These sort of urban development projects require large greenfield or brownfield sites, so that an equivalent to HLC, which in Christchurch is likely to be the Ministry of Housing and Urban Development -Urban Development Authority can master plan the entire site.
These Urban Development Authority housing projects adjacent to rapid transit could easily build ten to twenty thousand houses over a period of one to two decades in Christchurch. A targeted rate on the development areas could fund the local government 40% rapid transit contribution.
On the heavy rail corridor there would be greenfield opportunities to the north around Belfast. Potentially there could be good brownfield opportunities too as much of Christchurch’s older industrial areas are located by the railway. There is a gradual relocation of these older industrial areas out west to the Hornby to Rolleston industrial areas. This opens up the possibility of regeneration projects. The Tannery is a private sector example of this.
The Lincoln Road light rail line I suspect scored so highly because it opens up huge greenfield sites near the centre of Christchurch that can integrate housing with rapid transport.
Cost or bang for the buck
The workshops were not designed to consider cost but I think in the evaluations many people did.
Light rail on existing corridors cost about $60 to $100m per kilometer. Trackless trams an untried technology claims to be cheaper but that is using already built high quality boulevard roads that can sacrifice a dedicated lane for the trackless trams. This condition is not met in Christchurch. A dedicated grade separated corridor will need to be constructed regardless of whether the corridor surface is tarmac or rails. In places along the proposed corridor this will require road widening thus necessitating the purchase of private property. To keep the rapid transit corridor operational as much as possible the road will need to be strengthened and underground services will need to be moved. All this costs money.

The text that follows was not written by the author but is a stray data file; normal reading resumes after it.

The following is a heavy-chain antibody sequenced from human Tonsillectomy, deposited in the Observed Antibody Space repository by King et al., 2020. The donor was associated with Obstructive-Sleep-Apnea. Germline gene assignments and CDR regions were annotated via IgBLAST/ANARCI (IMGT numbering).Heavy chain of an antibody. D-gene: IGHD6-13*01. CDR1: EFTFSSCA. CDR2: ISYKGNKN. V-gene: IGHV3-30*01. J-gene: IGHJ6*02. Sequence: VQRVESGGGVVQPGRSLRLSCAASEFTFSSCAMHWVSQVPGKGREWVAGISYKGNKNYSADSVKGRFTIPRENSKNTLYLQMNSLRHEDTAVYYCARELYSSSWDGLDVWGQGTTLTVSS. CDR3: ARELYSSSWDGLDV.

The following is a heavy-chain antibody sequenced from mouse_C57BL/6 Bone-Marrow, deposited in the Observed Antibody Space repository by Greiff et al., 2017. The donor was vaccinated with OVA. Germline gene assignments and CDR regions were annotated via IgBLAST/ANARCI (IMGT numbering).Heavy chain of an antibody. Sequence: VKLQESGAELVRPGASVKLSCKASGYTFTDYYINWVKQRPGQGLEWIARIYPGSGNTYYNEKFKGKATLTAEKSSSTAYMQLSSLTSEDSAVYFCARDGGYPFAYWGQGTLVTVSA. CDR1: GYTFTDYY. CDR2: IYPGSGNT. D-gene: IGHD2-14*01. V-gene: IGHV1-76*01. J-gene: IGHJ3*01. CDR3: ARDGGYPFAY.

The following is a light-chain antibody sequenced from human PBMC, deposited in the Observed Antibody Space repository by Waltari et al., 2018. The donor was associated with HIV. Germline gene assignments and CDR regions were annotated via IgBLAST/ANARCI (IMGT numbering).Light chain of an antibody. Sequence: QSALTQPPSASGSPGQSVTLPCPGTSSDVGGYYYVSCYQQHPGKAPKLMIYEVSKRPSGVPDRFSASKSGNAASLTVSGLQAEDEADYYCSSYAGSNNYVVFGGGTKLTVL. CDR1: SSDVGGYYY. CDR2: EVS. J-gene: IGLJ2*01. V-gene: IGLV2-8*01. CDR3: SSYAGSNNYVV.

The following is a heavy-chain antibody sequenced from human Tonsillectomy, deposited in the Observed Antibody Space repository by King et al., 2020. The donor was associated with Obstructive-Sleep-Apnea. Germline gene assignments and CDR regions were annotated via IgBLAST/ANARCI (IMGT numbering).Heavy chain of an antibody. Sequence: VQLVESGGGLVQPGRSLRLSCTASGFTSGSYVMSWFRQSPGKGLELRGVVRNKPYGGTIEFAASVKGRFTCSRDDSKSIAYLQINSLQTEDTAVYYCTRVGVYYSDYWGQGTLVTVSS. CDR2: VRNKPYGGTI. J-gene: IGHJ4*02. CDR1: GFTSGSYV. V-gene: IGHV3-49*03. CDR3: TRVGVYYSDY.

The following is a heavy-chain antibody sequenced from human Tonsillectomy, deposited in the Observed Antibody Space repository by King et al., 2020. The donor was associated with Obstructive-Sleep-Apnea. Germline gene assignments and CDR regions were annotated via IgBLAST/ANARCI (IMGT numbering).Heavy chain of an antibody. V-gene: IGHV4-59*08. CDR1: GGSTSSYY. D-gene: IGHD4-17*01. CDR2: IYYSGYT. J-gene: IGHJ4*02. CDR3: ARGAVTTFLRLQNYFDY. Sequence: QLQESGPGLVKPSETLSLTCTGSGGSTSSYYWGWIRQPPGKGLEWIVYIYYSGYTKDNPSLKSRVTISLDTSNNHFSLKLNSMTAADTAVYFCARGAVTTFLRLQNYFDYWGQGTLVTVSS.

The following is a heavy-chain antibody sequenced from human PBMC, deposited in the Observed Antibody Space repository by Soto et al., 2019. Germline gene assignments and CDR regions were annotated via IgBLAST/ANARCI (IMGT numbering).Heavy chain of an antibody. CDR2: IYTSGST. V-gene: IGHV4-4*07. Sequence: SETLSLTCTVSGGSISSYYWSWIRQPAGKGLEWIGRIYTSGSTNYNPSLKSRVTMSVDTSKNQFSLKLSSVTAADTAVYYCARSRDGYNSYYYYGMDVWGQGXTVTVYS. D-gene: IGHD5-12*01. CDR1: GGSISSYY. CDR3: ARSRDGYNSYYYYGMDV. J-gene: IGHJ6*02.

The on the road distance from Belfast to Hornby via the CBD is about 20km so to upgrade this route to rapid transit will likely cost $1.2 to $2bn. This is not an impossibly large figure -Auckland and Wellington are getting bigger rapid transport packages -but is it the best bang for the buck?
The Green Party at the 2017 election claimed re-establishing commuter rail in Christchurch and creating a high frequency airport bus rapid transit line would cost $400m. There are various transport reports that double tracking, putting in passing loops etc needed for a every 15 min rail service would be around this sort of price. Building this would create half of the ‘Hand’ and would leave a significant sum of money if there was $2bn rapid transit ‘pot’ to complete stage two of the ‘Hand’ -a tram-train CBD loop and the Lincoln road light rail line to Halswell.
If Christchurch can form a consensus supporting a well defined spatial plan then it will be in a strong position, like Auckland and Wellington has done, to advocate for funding to implement the plan. I would argue the Christchurch Hand is the best spatial plan for the city.